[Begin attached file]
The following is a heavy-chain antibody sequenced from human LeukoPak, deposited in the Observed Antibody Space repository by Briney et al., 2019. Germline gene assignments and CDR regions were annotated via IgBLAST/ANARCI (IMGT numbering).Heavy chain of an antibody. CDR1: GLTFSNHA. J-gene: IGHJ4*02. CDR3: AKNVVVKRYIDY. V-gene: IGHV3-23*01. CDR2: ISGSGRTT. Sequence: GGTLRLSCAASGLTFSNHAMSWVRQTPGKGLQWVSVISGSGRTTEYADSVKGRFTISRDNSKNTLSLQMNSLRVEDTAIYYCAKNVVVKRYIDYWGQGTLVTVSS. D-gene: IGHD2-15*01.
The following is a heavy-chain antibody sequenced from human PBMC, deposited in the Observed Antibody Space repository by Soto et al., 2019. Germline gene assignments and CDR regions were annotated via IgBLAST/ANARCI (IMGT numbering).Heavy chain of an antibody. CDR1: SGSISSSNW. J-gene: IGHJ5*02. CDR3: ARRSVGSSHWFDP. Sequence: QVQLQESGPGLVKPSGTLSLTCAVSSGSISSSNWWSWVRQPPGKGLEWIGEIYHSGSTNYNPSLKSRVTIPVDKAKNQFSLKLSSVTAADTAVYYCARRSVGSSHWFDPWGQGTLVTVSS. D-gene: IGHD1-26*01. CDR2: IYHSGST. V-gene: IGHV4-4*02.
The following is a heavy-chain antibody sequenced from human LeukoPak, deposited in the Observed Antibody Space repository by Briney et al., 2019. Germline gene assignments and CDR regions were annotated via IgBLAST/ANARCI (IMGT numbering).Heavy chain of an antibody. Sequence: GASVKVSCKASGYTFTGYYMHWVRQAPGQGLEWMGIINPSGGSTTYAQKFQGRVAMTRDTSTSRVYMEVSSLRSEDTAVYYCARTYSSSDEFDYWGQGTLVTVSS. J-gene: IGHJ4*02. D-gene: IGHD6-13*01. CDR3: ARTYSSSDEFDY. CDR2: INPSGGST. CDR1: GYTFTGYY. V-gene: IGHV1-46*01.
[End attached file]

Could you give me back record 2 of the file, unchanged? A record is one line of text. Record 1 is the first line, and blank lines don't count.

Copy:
The following is a heavy-chain antibody sequenced from human PBMC, deposited in the Observed Antibody Space repository by Soto et al., 2019. Germline gene assignments and CDR regions were annotated via IgBLAST/ANARCI (IMGT numbering).Heavy chain of an antibody. CDR1: SGSISSSNW. J-gene: IGHJ5*02. CDR3: ARRSVGSSHWFDP. Sequence: QVQLQESGPGLVKPSGTLSLTCAVSSGSISSSNWWSWVRQPPGKGLEWIGEIYHSGSTNYNPSLKSRVTIPVDKAKNQFSLKLSSVTAADTAVYYCARRSVGSSHWFDPWGQGTLVTVSS. D-gene: IGHD1-26*01. CDR2: IYHSGST. V-gene: IGHV4-4*02.